TWO highly interesting bits of news have come sputtering along the cables from the Far East. First, it is rumored that the American squadron is going to make a demonstration (of our President’s pugnacity, probably) at the mouth of the Yalu. Second, that General Slammakoff is moving his troops toward Pin Chee. It is difficult to estimate accurately the relative importance of these tidings from the seat of war; probably one is as important as the other, or even more so; but both are indubitably beaten out of the field of public attention by the statement that Manchuria was invaded last Tuesday by the Japanese army, which a week before was at Seoul, three hundred miles away, beyond a mountainous country with no roads.
A CERTAIN man of uncertain mind
Sat conning a war-map o’er
“I’m looking, ah, looking, in vain to find,
On this Orient sea or the shore,
A spot called ‘the Open Door.’
“They say it is somewhere here or here”—
And his forefinger voyaged free,
With his ever-vigilant eye to steer,
Down the coast of that Orient sea
To the southern point of Coree.
“Why seek you the Open Door, good man?
What have you so to win?”
“I’m told there’s fighting inside—my plan
Is, by hook or crook or the skin
Of my teeth, to butt right in!”
“Why, yes, Mr. President, there’s a war,
And the fight is free, no doubt;
But that is not what you are hired for,
And it’s easier thereabout
To get in than it is to get out.”
But that finger continues to explore,
Despite our prayer or scoff,
That Orient sea for the Open Door.
I hope it won’t Slammakoff
And Pin Chee the darned thing off.
THE members of the Royal United Service Institution of London town are loud in their wail because they have been fooled with a silver statuette of Nelson, purchased at a price of magnitude and cherished with pride. They thought, poor souls, it was made in the lifetime of the “great Admiral,” and had once belonged to a King, whereas it turns out to be the work of an obscure art student, and is only two years old. It is not denied that it looks a good deal as Nelson might have looked if he had been silver and little and not authentic, but that is not enough by much. A work of art which is not so old as it looks, which purports to have been owned by a King, even such a King as George III, and was not owned by a King, is unworthy of the fine Italian eye of the connoisseur. That is why the United Service Institution is now audible. The statuette is doubtless worth something, even if it has to go to the melting pot to augment the volume of the country’s coinage, but a larger proportion of the investment may be saved. Let it be presented to King Edward, with the understanding that he give it back when it shall have become sufficiently sanctified by infection and absorption of the royal aura. Then sell it to an American.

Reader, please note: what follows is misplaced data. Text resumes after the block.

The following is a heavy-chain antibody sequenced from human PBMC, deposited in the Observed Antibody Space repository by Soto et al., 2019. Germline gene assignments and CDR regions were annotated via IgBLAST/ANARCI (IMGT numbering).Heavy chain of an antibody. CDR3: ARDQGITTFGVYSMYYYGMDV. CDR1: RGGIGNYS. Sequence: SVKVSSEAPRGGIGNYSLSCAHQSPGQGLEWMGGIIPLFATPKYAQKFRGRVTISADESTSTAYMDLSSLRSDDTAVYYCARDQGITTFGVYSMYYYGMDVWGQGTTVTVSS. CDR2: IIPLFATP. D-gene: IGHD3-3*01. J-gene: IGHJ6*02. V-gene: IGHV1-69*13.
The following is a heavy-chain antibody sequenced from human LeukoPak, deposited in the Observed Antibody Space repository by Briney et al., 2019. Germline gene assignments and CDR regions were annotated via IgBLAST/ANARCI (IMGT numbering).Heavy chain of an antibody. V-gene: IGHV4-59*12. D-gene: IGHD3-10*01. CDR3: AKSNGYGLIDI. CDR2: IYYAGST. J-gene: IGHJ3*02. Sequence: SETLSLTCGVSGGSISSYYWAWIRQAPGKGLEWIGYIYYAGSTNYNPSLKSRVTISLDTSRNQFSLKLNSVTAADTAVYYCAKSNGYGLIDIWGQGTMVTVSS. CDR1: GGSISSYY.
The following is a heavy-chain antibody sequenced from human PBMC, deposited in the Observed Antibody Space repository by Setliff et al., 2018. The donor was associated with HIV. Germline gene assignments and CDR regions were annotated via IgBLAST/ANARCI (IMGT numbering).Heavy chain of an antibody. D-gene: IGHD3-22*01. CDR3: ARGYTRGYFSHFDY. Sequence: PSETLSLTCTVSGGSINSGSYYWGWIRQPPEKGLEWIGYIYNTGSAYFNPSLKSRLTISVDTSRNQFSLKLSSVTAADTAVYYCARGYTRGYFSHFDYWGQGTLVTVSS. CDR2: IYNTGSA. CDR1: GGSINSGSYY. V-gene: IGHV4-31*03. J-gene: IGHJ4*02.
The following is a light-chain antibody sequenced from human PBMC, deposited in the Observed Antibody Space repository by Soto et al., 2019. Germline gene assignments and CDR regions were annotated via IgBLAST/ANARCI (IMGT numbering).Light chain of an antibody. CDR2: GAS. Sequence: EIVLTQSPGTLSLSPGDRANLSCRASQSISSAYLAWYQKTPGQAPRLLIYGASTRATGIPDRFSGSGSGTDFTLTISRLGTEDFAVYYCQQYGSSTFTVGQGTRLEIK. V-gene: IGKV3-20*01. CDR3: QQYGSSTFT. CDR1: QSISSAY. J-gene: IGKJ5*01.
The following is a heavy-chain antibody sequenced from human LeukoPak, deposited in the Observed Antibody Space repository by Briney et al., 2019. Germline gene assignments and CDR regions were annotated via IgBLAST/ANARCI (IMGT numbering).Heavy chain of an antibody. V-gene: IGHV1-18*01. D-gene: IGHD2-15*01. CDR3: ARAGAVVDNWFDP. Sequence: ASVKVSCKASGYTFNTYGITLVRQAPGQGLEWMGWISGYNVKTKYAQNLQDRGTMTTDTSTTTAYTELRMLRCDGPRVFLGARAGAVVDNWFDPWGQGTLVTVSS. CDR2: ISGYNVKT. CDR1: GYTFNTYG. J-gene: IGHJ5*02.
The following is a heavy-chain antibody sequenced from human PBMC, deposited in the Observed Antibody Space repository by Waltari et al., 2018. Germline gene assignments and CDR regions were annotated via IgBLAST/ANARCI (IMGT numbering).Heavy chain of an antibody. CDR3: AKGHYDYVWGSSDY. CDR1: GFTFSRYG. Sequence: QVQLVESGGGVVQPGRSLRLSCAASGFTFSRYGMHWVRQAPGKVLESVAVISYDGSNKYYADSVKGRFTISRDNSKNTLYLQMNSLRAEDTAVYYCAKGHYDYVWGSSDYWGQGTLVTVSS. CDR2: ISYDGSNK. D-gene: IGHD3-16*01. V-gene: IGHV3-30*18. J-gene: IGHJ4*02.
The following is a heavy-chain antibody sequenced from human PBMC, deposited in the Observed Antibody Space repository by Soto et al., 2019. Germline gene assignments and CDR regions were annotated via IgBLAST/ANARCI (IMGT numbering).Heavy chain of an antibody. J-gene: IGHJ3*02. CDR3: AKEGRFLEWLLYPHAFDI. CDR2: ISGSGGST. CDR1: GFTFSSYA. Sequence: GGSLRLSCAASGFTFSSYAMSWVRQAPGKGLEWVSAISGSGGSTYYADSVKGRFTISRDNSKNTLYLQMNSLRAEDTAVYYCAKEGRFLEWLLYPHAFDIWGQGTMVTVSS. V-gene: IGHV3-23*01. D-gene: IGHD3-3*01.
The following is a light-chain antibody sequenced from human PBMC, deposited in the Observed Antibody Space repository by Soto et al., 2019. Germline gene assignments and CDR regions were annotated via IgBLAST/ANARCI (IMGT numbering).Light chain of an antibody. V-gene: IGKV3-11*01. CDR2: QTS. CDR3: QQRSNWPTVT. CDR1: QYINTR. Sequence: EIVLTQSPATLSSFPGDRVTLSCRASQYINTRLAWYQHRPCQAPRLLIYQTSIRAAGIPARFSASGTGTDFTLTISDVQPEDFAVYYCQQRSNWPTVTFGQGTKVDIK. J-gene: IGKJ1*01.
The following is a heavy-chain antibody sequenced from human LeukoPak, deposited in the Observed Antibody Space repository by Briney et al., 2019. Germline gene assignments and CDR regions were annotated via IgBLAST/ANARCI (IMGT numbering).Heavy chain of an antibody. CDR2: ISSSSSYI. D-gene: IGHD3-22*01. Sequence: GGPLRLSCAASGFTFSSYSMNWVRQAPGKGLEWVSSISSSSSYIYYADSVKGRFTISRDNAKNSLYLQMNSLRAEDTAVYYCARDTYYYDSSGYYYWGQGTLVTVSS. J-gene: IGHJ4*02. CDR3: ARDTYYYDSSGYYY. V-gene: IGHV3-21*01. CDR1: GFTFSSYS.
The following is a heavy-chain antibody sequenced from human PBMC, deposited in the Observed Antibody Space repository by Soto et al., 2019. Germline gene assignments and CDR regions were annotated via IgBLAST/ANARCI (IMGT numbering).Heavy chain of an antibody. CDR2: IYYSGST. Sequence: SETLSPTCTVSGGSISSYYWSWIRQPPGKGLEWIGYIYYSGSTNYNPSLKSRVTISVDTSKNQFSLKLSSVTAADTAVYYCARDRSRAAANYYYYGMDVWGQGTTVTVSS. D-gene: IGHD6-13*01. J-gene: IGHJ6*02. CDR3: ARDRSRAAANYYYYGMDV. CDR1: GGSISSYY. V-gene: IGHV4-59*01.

REPRESENTATIVE BURTON of Ohio is a patriot, a Republican and an excellent man. That he is not a logician is obvious; he knows it himself. Mr. Burton, living on land, is opposed to maintenance of a powerful navy. He says we do not need a great navy unless there is, or is to be, a combination of all the European powers against us, which is unlikely. Well, now, here, Mr. Burton: suppose there were a combination of only two of them, having a great navy each. Why would we not then need a great navy ourselves? Upon what could we rely to prevent them from capturing or destroying the navy that we have? Rhetoric is fairly effective where conditions favor, but European battleships are mostly steel-clad and have no ears. They do not surrender to the men behind the tongues.
THE United States Supreme Court, having decided that a railway company is not liable for injuries to a passenger traveling on a free pass if he has accepted it with that understanding, it might not be an unprofitable notion to load up a train now and then with free-passers and smash them. The cost of the train would be considerable, but in the long run it might be certain that any number of deaths would be deterrent; the passion for dead-heading may be stronger than love of life; it certainly is stronger than self-respect. Perhaps the railway companies may be willing to do something of the kind, even at a loss, to promote the general good.